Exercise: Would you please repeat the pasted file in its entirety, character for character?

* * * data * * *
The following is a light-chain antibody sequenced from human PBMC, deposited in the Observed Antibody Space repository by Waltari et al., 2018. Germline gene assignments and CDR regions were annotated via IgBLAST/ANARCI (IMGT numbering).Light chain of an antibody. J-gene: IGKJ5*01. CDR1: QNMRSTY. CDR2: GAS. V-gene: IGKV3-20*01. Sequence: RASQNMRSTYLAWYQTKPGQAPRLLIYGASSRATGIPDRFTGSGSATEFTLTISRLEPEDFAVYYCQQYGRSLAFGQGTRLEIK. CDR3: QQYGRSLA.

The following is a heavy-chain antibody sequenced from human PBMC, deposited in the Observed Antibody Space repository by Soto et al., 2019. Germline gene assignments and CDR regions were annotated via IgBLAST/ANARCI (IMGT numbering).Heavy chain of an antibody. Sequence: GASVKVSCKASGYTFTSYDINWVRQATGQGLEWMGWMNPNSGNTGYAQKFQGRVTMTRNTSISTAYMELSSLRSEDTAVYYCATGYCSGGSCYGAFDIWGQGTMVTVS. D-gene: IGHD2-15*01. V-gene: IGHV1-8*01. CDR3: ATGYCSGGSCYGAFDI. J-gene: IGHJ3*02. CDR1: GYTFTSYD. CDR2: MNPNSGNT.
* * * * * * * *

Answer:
The following is a light-chain antibody sequenced from human PBMC, deposited in the Observed Antibody Space repository by Waltari et al., 2018. Germline gene assignments and CDR regions were annotated via IgBLAST/ANARCI (IMGT numbering).Light chain of an antibody. J-gene: IGKJ5*01. CDR1: QNMRSTY. CDR2: GAS. V-gene: IGKV3-20*01. Sequence: RASQNMRSTYLAWYQTKPGQAPRLLIYGASSRATGIPDRFTGSGSATEFTLTISRLEPEDFAVYYCQQYGRSLAFGQGTRLEIK. CDR3: QQYGRSLA.

The following is a heavy-chain antibody sequenced from human PBMC, deposited in the Observed Antibody Space repository by Soto et al., 2019. Germline gene assignments and CDR regions were annotated via IgBLAST/ANARCI (IMGT numbering).Heavy chain of an antibody. Sequence: GASVKVSCKASGYTFTSYDINWVRQATGQGLEWMGWMNPNSGNTGYAQKFQGRVTMTRNTSISTAYMELSSLRSEDTAVYYCATGYCSGGSCYGAFDIWGQGTMVTVS. D-gene: IGHD2-15*01. V-gene: IGHV1-8*01. CDR3: ATGYCSGGSCYGAFDI. J-gene: IGHJ3*02. CDR1: GYTFTSYD. CDR2: MNPNSGNT.